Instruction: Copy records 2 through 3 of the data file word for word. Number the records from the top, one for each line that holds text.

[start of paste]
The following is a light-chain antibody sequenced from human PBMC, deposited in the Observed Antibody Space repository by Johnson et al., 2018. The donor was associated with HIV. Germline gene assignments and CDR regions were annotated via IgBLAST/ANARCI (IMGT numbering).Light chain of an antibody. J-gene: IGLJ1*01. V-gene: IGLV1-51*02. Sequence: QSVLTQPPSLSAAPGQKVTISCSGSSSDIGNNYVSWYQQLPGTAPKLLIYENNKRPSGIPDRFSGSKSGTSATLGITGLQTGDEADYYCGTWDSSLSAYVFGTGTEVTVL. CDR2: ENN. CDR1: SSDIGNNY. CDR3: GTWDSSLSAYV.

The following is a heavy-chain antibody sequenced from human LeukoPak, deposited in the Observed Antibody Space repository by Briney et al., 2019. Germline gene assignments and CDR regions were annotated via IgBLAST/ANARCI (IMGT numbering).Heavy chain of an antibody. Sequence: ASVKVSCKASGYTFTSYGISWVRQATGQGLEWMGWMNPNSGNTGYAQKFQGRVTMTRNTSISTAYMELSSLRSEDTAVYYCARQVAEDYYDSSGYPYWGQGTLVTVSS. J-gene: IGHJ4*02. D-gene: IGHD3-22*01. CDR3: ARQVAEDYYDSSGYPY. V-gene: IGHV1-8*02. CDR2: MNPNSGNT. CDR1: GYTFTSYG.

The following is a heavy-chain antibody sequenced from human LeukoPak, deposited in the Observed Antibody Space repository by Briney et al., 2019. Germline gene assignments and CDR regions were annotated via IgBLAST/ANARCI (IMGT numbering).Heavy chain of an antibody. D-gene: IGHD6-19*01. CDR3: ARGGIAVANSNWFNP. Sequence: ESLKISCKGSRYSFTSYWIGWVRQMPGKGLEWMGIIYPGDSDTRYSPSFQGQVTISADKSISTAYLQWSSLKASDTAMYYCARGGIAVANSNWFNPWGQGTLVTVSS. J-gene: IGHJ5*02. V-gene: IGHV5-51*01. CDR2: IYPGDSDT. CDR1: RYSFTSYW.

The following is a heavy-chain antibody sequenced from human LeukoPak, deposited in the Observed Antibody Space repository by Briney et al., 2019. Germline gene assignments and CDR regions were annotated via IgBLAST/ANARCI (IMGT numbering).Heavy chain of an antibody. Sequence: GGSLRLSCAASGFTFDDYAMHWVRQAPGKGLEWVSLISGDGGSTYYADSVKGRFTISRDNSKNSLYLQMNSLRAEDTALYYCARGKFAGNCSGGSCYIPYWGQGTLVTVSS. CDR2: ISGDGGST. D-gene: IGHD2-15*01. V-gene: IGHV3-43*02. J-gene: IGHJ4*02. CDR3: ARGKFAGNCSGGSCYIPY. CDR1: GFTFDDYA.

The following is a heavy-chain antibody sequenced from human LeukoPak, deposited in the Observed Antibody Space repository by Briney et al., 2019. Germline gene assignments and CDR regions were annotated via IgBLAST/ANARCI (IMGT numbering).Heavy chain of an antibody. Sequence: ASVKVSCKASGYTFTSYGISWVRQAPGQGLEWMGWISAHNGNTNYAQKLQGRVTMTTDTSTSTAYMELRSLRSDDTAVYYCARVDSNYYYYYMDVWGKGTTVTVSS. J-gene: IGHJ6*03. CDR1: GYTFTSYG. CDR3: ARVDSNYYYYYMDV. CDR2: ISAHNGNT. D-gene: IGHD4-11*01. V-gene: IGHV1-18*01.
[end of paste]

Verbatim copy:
The following is a heavy-chain antibody sequenced from human LeukoPak, deposited in the Observed Antibody Space repository by Briney et al., 2019. Germline gene assignments and CDR regions were annotated via IgBLAST/ANARCI (IMGT numbering).Heavy chain of an antibody. Sequence: ASVKVSCKASGYTFTSYGISWVRQATGQGLEWMGWMNPNSGNTGYAQKFQGRVTMTRNTSISTAYMELSSLRSEDTAVYYCARQVAEDYYDSSGYPYWGQGTLVTVSS. J-gene: IGHJ4*02. D-gene: IGHD3-22*01. CDR3: ARQVAEDYYDSSGYPY. V-gene: IGHV1-8*02. CDR2: MNPNSGNT. CDR1: GYTFTSYG.

The following is a heavy-chain antibody sequenced from human LeukoPak, deposited in the Observed Antibody Space repository by Briney et al., 2019. Germline gene assignments and CDR regions were annotated via IgBLAST/ANARCI (IMGT numbering).Heavy chain of an antibody. D-gene: IGHD6-19*01. CDR3: ARGGIAVANSNWFNP. Sequence: ESLKISCKGSRYSFTSYWIGWVRQMPGKGLEWMGIIYPGDSDTRYSPSFQGQVTISADKSISTAYLQWSSLKASDTAMYYCARGGIAVANSNWFNPWGQGTLVTVSS. J-gene: IGHJ5*02. V-gene: IGHV5-51*01. CDR2: IYPGDSDT. CDR1: RYSFTSYW.